When it comes to their preference for the first pick in the upcoming First-Year Player Draft, the Orioles, as always under Mike Elias, will not be tipping their hand on which player or players they prefer. The consensus seems to be they are working with a short list of five for that No. 1 overall pick on July 17, two weeks from tomorrow.
Baseball America’s top five for the draft shows Georgia high school outfielder Druw Jones No. 1 on their board, followed by Cal Poly shortstop Brooks Lee and Oklahoma high school shortstop Jackson Holliday. Then they have Atlanta high school star infielder Termarr Johnson rated fourth and outfielder Elijah Green of IMG Academy in Bradenton, Fla., at No. 5.
Elias' top picks in his first three drafts with the Orioles started with his selection of Oregon State catcher Adley Rutschman at No. 1 in 2019. The next year he selected University of Arkansas outfielder Heston Kjerstad No. 2 overall, and last summer he tabbed Sam Houston State outfielder Colton Cowser at No. 5 overall.
The selection for this year will join Ben McDonald in 1989 and Rutschman as the third 1/1 pick by the Orioles in club history.
During a recent interview on WBAL Radio’s “Orioles Insider” pregame show with Brent Harris, Keith Law of The Athletic discussed how the Orioles play it very close to the vest in the lead-up to the draft.
“Not only are they tough to read, they are flat-out secretive,” Law said. “They just don’t share, not even internally, what their plans are. Most people who work for the Orioles will not know who the pick is until a few minutes before we know. That said, this is a high school hitting draft. My guess is, if you were tying to guess who they take, hitter or pitcher, college or high school, this is a high school hitter draft. That is the strength of this draft class. I’m sure there are not pitchers under consideration for that pick. Throw one or two college players they might have in the mix, maybe to cut a good deal to save money for other players. But I really would put money on it being a good high school position player, and that is the strength of this draft.”
Is Jones, who has gotten some 70 grades for his running and fielding with a 60-grade hit tool, the No. 1 player in this draft?
“I believe Druw Jones is the consensus No. 1,” said Law. “I don’t think he is a slam dunk. This isn’t Bryce Harper, Stephen Strasburg, you take this guy or you’re a moron. It’s not like that. But I do think he’s the best guy in the class. And the issue that they’ll face is because he is the best guy in the class and we know who he is, who his dad is (former 10-time Gold Glove winner Andruw Jones) and he is advised by Scott Boras, he is not going to come cheaply.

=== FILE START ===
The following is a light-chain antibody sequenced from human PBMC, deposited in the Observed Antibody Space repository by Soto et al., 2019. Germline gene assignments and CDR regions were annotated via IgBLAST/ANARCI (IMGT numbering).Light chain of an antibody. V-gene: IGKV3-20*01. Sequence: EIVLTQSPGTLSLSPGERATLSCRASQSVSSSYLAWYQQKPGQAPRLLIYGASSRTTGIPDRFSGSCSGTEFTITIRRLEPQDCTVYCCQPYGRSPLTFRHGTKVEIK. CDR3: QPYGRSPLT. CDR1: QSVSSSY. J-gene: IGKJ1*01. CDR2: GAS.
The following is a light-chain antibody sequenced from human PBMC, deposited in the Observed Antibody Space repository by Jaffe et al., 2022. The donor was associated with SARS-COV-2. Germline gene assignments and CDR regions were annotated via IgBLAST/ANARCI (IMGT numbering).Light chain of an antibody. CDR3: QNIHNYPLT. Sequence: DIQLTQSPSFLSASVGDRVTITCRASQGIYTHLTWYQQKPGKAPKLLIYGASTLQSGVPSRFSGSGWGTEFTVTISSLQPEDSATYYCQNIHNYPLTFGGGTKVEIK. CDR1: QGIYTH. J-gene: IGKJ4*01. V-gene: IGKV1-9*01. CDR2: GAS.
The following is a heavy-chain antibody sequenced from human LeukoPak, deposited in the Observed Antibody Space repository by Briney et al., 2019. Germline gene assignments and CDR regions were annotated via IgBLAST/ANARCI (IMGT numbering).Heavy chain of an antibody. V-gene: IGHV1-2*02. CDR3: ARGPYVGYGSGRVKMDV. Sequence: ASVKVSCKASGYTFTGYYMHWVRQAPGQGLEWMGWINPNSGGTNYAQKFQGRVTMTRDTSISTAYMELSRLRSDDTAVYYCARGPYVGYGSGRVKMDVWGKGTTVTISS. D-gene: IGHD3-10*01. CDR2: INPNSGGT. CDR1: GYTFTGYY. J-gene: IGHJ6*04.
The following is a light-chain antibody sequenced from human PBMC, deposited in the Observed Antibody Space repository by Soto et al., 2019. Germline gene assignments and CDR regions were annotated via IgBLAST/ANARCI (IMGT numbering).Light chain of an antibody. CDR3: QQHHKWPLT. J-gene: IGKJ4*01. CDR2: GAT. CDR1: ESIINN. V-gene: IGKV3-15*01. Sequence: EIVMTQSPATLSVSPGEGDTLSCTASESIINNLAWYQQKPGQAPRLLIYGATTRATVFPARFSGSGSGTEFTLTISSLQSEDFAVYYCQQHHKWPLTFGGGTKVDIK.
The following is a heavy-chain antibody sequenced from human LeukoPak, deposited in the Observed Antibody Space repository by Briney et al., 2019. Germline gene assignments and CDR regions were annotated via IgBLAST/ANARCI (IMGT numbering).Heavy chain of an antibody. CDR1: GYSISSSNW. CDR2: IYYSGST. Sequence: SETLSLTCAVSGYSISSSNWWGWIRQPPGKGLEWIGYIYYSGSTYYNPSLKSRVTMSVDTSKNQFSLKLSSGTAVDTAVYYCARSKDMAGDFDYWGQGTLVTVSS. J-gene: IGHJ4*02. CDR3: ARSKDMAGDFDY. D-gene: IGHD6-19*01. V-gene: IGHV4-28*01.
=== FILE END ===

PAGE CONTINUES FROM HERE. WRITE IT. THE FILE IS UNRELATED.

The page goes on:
“If you like at Mike Elias’ history, though, when they picked first, Adley Rutschman was the best guy on the board and they just took him. Carlos Correa was probably the second-best guy on the board (taken 1/1 by Houston in 2012) but they saved $2 million dollars and ending up getting Lance McCullers Jr. by taking Correa and paying him less.
"So we have examples of him going in both directions. We know when they don’t pick first, they try to cut a deal. I think he will at least very seriously consider Druw Jones versus a scenario where they say no because of the cost. I think it’s going to be, 'Do we pay Druw Jones or do we take one of these other guys specifically with the intention to pay our extra picks?' They have two extra picks this year. They could end walking away from this draft with three first-round talents if they play the money correctly.”
And Law also gave the current state of the O’s farm system some high marks, particularly with the talent that is starting to find its way to the highest levels of the minor leagues.
“They are rich in position players," he said. "There are a lot of guys in this system who project to be average everyday position players or better. More than they are ever going to need, most likely. Which is a great thing, because they become not just the future foundation of the major league lineup, but they become potential pieces for trade to go get pitching.
“I do think they will end at a point soon, within the next 18 months, where they start trading some of that position-player-prospect depth to get starting pitching specifically. Because even if Grayson and DL Hall are everything we hope they’ll be, they’re going to need one or two more starters, and the way to get them is take, maybe it’s Colton Cowser, maybe it’s Coby Mayo, one of those good position-player prospects and say ‘We like this guy, but he is the piece we are going to use to go get the pitching we need to be contenders.’ ”
The Orioles have five of the first 81 picks in the upcoming draft with selections at No. 1, No. 33, No. 42, No. 67 and No. 81. They have 12 picks over the first 10 rounds. And they also have a total bonus pool to sign picks of $16,924,000, which is the second largest pool in draft history.